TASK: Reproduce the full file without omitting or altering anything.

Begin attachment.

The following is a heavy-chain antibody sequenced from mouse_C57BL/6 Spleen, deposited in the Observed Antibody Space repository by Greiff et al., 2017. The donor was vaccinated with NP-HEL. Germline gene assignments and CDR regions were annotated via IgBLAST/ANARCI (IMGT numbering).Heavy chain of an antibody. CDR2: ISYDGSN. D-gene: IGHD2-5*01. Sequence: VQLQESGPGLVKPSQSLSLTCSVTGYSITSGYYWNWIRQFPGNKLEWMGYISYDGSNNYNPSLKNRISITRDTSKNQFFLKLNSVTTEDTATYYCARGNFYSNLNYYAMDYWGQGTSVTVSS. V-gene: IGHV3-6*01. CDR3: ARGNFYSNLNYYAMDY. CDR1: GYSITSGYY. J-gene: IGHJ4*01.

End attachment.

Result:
The following is a heavy-chain antibody sequenced from mouse_C57BL/6 Spleen, deposited in the Observed Antibody Space repository by Greiff et al., 2017. The donor was vaccinated with NP-HEL. Germline gene assignments and CDR regions were annotated via IgBLAST/ANARCI (IMGT numbering).Heavy chain of an antibody. CDR2: ISYDGSN. D-gene: IGHD2-5*01. Sequence: VQLQESGPGLVKPSQSLSLTCSVTGYSITSGYYWNWIRQFPGNKLEWMGYISYDGSNNYNPSLKNRISITRDTSKNQFFLKLNSVTTEDTATYYCARGNFYSNLNYYAMDYWGQGTSVTVSS. V-gene: IGHV3-6*01. CDR3: ARGNFYSNLNYYAMDY. CDR1: GYSITSGYY. J-gene: IGHJ4*01.